GRAND RAPIDS, Mich. (WOOD) — After years of playing basketball across the U.S. and world, a Grand Rapids-area man is now working to pave the way for young athletes to get to the next level.
Marcus Lancaster played Division 2 basketball at the University of Montevallo before playing professionally in both the International and American Basketball Associations. In 2013, he moved to Atlanta and his focus shifted to helping other athletes through coaching.
“Once I got that first feeling of helping others and helping other student-athletes achieve their goals, that was one of the best feelings that I’ve had,” he explained. “I kind of felt like God put me on this earth to help others as well… not just for me to play basketball or me do this. No, it’s also you got to give back to not only just my community but give back to the world with one kid at a time if possible.”
He eventually moved back to Michigan and started UTS Sports Training in 2017. The program has grown a lot since then.
“We started building new teams every year, so right now, we’re up to seven teams,” Lancaster said. “We have three girl teams and then four boy teams in our AAU program and it all stemmed just from training and the skill development that we’ve been doing.”
Lancaster trains athletes from across the state and Midwest. Many of them have gone on to play college ball and some have even gone pro.
“We do have our set, you know, student-athletes here in the Grand Rapids area, but we’re more of a national program. We have student-athletes that travel from Wisconsin. We have student-athletes that travel from Indiana, all through the state of Michigan as well.”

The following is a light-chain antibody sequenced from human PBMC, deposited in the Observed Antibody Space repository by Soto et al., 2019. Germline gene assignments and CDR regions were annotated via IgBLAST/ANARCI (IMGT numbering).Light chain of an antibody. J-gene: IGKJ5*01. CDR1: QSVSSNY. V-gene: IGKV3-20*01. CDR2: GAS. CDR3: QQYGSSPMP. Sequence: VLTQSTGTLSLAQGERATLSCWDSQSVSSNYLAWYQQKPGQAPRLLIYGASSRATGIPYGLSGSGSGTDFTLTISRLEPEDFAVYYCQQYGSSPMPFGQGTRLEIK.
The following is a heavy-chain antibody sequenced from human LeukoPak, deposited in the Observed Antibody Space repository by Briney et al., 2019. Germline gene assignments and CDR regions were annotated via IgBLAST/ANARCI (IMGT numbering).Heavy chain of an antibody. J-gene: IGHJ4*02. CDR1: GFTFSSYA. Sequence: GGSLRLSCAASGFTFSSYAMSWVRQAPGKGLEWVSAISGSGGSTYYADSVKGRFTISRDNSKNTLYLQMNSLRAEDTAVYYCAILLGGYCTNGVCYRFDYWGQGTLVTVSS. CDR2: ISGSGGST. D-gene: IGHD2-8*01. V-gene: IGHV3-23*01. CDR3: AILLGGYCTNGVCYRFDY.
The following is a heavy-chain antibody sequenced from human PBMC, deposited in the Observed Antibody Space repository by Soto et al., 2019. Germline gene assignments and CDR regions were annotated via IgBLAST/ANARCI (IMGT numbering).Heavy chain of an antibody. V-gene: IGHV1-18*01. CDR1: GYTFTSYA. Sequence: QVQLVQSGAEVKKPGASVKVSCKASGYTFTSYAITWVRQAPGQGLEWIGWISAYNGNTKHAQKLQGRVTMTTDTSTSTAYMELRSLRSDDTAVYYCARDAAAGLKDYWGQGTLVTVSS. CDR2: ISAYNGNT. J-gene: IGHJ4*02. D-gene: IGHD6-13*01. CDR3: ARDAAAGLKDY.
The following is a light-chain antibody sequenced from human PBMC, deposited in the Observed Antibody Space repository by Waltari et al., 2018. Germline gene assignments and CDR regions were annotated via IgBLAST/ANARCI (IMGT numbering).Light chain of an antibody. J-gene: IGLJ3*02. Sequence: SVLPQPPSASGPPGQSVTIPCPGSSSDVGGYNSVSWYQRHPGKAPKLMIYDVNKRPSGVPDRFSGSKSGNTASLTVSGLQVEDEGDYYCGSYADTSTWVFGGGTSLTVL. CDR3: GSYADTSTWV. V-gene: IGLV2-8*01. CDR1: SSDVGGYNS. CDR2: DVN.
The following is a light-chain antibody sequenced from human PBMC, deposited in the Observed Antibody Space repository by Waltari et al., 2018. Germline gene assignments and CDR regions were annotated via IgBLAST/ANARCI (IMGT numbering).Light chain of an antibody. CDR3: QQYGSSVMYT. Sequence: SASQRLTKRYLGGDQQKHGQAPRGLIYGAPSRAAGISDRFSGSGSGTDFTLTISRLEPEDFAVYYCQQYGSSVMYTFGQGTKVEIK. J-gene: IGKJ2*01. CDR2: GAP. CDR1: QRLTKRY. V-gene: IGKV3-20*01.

He said the goal is to help young athletes play in college on a scholarship. UTS has been operating out of facilities like school gyms when they’re available, but Lancaster’s latest project will give his program and athletes a permanent home. He’s currently renovating a new indoor facility connected to his business partner’s house. With high ceilings and plenty of space, it will allow him to expand his program even further.
“We’re going to be able to offer so many slots, from trainings to different one-on-one workouts, small group workouts.”
He recently put up a 72-inch hoop and plans to add court-style flooring, padding and curtains around the windows, a weight area, and even a lounge with a bathroom and kitchenette for parents.
“We’re just really getting things up and running. We still got a lot of work to do, but I’m excited.”
For some athletes, the cost of additional training can be a barrier, but Lancaster said it doesn’t always have to be.
“I sometimes know financially it could be a big piece sometimes,” he said. “That’s not a problem for us. Please still contact us. Whether it’s a financial problem or anything, please contact us. We are excited to have everybody be a part of it.”